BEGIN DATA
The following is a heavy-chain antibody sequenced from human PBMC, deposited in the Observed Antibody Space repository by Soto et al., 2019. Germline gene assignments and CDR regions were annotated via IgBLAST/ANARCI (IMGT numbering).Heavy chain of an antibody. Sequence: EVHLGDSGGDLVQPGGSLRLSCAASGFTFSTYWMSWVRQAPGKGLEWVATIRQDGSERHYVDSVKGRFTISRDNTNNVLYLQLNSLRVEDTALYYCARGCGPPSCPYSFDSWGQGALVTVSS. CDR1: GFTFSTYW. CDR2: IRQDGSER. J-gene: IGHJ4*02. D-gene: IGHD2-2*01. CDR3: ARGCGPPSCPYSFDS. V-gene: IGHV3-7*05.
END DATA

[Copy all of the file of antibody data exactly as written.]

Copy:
The following is a heavy-chain antibody sequenced from human PBMC, deposited in the Observed Antibody Space repository by Soto et al., 2019. Germline gene assignments and CDR regions were annotated via IgBLAST/ANARCI (IMGT numbering).Heavy chain of an antibody. Sequence: EVHLGDSGGDLVQPGGSLRLSCAASGFTFSTYWMSWVRQAPGKGLEWVATIRQDGSERHYVDSVKGRFTISRDNTNNVLYLQLNSLRVEDTALYYCARGCGPPSCPYSFDSWGQGALVTVSS. CDR1: GFTFSTYW. CDR2: IRQDGSER. J-gene: IGHJ4*02. D-gene: IGHD2-2*01. CDR3: ARGCGPPSCPYSFDS. V-gene: IGHV3-7*05.